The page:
A person living with diabetes may be interested in joining the United States Armed Forces. However, the U.S. military currently considers diabetes to be a disqualifying health condition.
Diabetes describes a group of endocrine and metabolic disorders that impair the body’s ability to process blood sugar. The three most common types of diabetes are type 1, type 2, and gestational. These conditions typically involve a medical regimen to help a person keep their blood glucose within a target range.
Each branch of the U.S. military has similar entry requirements. To enlist in the U.S. military, a person must pass a number of tests, including a military entrance medical exam. At this point, a person will need to declare any health conditions, some of which may disqualify them from entering the military.
In this article, we discuss the eligibility criteria for joining the military and look at the other career options a person living with diabetes may consider.
To join the U.S. military, a person must meet certain requirements. These standards vary slightly among the different branches of the armed forces. However, they typically involve various tests to measure an applicant’s aptitude against the standards that the Department of Defense (DoD) and its service branches set. This enlistment process is known as the Military Entrance Processing Station (MEPS).
As part of MEPS, a person must bring medical records and undergo a medical examination. The DoD provides a list of disqualifying health conditions, which includes all types of diabetes. Specifically, it lists the following exclusion criteria:
- a history of diabetes mellitus
- a history of unresolved prediabetes within the last 2 years
- a history of gestational diabetes
- glycosuria — meaning high levels of sugar in the urine — that is associated with impaired glucose metabolism or kidney problems
A person living with diabetes may apply for a military medical waiver. This refers to a document that requests an exception in their particular case. However, this will rarely receive an approval.
The Rehabilitation Act of 1973 prohibits employment discrimination against individuals with a disability to ensure equal opportunities. However, although this federal civil rights law protects civilian DoD employees, it does not apply to the military.
A Military Equal Opportunity (MEO) program exists, which protects people from discrimination based on race, color, religion, sex, or national origin. However, it does not apply to individuals with disabilities. Regulations state that military positions are exempt from this rule due to the physical requirements of the role and the military’s statutory authority to require certain physical standards.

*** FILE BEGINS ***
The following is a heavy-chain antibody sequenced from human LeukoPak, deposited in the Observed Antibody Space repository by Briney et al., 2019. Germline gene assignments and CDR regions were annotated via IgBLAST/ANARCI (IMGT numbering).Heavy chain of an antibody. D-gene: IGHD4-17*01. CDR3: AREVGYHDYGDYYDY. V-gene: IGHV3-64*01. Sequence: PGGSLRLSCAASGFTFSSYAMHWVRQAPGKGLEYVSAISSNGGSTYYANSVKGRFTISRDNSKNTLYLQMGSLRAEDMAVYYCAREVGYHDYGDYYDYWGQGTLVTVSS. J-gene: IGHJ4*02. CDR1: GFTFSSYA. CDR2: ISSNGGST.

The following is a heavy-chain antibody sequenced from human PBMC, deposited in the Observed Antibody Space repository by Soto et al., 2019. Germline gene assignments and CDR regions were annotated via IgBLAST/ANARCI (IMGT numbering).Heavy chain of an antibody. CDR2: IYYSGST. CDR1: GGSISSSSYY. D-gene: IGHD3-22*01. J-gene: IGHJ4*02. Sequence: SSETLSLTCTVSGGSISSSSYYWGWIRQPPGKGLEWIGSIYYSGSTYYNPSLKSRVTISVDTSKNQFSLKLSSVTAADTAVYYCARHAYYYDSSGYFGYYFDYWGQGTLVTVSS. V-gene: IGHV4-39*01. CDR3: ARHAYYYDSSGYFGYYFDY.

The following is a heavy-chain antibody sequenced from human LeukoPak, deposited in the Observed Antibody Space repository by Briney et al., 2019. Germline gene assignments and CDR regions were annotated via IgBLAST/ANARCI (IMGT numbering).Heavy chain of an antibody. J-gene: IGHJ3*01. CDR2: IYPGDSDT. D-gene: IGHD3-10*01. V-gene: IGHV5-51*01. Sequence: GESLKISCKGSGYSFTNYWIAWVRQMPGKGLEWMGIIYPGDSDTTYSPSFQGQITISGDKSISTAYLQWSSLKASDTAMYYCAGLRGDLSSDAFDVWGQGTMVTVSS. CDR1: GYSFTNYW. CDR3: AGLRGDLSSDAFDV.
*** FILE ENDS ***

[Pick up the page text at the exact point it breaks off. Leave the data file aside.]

Although an individual living with diabetes is subject to discriminatory medical standards that disqualify them from a military position, they are eligible for civilian positions within the DoD. Under the Rehabilitation Act, the DoD must adopt a nondiscriminatory policy for all civilian employees and applicants, which includes roles in entities that receive DoD funding.
The DoD civilian Equal Employment Opportunity (EEO) program ensures that a person will not receive unfair treatment due to their disability. This refers to all aspects of employment, including hiring, pay, job assignments, training, and promotions.
The Equal Employment Opportunity Commission (EEOC) guarantees that employers avoid policies or practices that exclude people living with diabetes from certain jobs. Instead, they should assess each person’s ability to perform a particular role with or without reasonable accommodations.
Diabetes may disqualify a person from joining the military, but developing the condition while serving is not grounds for disqualification. If a person in the military receives a diagnosis of diabetes, they must undergo an individual assessment, known as a Medical Evaluation Board (MEB), to demonstrate that they can continue to meet medical standards.
The MEB may use standards of retention to help determine whether an active service member with diabetes can continue serving. These standards consider a variety of factors and may also require input from the commanding officer and an endocrinologist. This assessment may also help establish whether the individual with diabetes receives clearance for deployment to all or only some areas worldwide.
A 2019 study also concludes that service members meeting adequate glycemic targets are able to keep their A1C score stable during active service, providing further evidence that the military can safely deploy individuals with diabetes.
As certain discriminatory obstacles may make it difficult to join the military, a person with diabetes may wish to consider other career choices. Under the Rehabilitation Act, laws and regulations protect people living with diabetes from discrimination and unfair treatment.
Although living with diabetes should not disqualify certain career paths, some employers may require people to undergo medical evaluations to display their ability to manage their blood sugar levels effectively. Other careers that they may consider include:
At present, the DoD considers diabetes to be a disqualifying condition, preventing someone from becoming an active military member. Although laws exist to protect people living with diabetes from discrimination, the military is exempt from these rules.
However, these laws do apply to civilian positions within the DoD, which cannot discriminate against a person and deny them employment due to their condition. Additionally, if a person receives a diabetes diagnosis after joining the military, they may be able to remain in active service. In these cases, a person will undergo a medical evaluation to confirm that they can manage the condition and continue to fulfill the demands of their military role.